Dust from the dinosaur-killing impact ushered in years of global darkness

Dinosaur illustration Dakotaraptor steini in the months following the Chicxulub impact about 66 million years ago. (Image credit: Artwork by © Mark A. Garlick)

About 66 million years ago, an asteroid the size of a city crashed into what is now the Yucatan Peninsula, ushering in a long period of darkness that extinguished the non-birds dinosaurs. Researchers have long debated exactly what aspect of this event, known as the Chicxulub Impact, caused the rapid climate change. Were they sulfur particles from evaporated sedimentary rocks? Soot from the ensuing global fires? Or dust from the Yucatan rock itself?

Now new research claims dust is the deadliest aspect of the impact. While soot and sulfur contributed to the global darkness and the shock winter that stopped photosynthesis for almost two years, fine granite dust dispersed by the impact remains in the atmosphere for up to 15 years. The asteroid impact set off an extinction spiral that killed 75% of all species on the planet.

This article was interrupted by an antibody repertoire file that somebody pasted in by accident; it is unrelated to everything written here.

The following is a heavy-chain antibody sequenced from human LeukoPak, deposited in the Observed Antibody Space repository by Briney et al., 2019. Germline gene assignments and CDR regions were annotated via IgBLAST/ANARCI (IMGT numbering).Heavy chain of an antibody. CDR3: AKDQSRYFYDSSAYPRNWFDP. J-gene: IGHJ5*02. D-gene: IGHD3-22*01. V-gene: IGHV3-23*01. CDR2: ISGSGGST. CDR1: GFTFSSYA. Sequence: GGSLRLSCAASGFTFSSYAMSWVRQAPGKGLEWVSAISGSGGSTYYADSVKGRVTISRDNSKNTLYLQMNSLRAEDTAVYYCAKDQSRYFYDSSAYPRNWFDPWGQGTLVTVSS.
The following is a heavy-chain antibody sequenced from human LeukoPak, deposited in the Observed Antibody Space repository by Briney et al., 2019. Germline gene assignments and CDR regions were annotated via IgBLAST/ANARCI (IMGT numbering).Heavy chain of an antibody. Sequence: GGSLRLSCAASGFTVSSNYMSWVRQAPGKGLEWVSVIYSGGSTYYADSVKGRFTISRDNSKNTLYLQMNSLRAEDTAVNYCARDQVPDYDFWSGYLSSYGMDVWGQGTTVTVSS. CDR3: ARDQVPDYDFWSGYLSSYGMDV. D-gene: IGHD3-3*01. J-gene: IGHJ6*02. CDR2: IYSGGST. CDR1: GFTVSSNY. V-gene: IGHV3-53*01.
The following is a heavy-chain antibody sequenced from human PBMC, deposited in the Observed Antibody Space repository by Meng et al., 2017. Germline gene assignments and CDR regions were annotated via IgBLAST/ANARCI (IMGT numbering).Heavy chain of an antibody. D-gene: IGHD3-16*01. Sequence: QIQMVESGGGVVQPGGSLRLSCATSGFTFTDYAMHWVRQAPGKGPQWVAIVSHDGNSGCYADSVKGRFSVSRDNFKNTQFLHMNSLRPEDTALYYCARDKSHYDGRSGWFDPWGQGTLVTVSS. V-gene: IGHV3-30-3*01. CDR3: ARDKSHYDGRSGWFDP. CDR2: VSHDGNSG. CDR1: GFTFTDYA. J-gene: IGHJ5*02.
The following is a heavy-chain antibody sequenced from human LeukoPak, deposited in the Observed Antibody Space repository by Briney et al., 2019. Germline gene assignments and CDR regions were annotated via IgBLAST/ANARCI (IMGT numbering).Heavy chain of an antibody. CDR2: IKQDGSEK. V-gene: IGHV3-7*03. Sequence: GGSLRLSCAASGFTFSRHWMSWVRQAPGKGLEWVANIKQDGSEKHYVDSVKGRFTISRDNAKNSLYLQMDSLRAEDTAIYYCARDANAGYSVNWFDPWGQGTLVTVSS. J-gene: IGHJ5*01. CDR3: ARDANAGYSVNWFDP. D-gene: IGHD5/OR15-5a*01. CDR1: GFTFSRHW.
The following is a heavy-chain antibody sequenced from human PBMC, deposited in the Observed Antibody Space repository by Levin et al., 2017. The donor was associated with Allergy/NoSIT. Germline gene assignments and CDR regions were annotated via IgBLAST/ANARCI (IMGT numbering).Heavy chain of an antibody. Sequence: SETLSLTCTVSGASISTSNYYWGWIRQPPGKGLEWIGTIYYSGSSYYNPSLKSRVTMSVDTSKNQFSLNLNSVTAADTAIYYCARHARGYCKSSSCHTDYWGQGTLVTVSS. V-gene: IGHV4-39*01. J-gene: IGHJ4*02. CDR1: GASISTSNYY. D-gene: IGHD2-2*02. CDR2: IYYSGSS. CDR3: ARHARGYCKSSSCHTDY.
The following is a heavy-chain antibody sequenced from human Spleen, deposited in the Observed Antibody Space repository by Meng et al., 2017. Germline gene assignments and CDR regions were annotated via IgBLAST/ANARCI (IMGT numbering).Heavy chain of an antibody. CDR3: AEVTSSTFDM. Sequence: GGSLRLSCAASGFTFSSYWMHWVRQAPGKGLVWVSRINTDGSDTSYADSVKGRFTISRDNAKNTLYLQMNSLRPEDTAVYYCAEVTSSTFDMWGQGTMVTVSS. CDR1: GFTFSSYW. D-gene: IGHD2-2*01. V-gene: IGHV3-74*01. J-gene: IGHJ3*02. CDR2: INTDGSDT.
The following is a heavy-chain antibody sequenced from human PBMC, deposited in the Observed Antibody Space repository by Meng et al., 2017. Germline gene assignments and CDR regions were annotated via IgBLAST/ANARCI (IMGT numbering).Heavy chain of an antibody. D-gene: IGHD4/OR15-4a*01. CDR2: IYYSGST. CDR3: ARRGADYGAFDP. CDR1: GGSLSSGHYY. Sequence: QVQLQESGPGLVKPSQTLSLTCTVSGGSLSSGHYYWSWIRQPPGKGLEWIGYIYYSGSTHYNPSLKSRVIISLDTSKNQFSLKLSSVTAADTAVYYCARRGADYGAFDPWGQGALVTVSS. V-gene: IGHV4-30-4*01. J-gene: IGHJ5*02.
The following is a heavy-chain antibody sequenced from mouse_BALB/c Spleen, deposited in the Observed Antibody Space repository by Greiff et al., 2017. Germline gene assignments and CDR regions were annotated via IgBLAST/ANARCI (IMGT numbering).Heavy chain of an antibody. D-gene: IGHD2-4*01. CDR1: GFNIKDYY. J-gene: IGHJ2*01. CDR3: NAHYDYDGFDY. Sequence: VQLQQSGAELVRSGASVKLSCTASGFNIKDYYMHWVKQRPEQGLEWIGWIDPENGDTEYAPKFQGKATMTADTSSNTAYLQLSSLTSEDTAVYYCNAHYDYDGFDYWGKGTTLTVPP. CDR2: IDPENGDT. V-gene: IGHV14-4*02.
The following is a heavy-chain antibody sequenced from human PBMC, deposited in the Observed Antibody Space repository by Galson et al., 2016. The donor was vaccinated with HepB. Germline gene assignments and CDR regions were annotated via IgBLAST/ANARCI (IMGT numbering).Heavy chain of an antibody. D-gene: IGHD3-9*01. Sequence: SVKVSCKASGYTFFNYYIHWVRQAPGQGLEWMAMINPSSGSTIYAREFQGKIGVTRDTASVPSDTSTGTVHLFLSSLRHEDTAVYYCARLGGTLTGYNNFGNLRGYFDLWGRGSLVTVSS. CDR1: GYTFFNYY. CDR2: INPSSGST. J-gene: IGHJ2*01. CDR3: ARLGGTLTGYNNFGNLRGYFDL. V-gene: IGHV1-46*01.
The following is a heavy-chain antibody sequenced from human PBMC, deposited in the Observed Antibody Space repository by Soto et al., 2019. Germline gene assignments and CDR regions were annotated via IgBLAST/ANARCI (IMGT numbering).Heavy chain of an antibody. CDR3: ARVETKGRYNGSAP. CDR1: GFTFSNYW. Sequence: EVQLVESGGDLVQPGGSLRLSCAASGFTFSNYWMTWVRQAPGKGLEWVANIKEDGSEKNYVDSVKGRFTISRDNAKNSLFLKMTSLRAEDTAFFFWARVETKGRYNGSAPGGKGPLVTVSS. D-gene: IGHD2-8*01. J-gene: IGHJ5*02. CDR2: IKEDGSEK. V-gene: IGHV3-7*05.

Paleoclimate model simulations show dust transport across the planet, indicating that the Cretaceous world was surrounded by silicate dust within days of the Chicxulub impact. (Image credit: Simulation by Cem Berk Senel (ROB-VUB))

“We found that the dust-induced disruption of photosynthetic activity was enormous, much larger than we had expected before this study,” lead researcher Jem Burke Sennellpostdoctoral fellow in planetary sciences at the Royal Observatory of Belgium, told Live Science.

Leave a Comment

Your email address will not be published. Required fields are marked *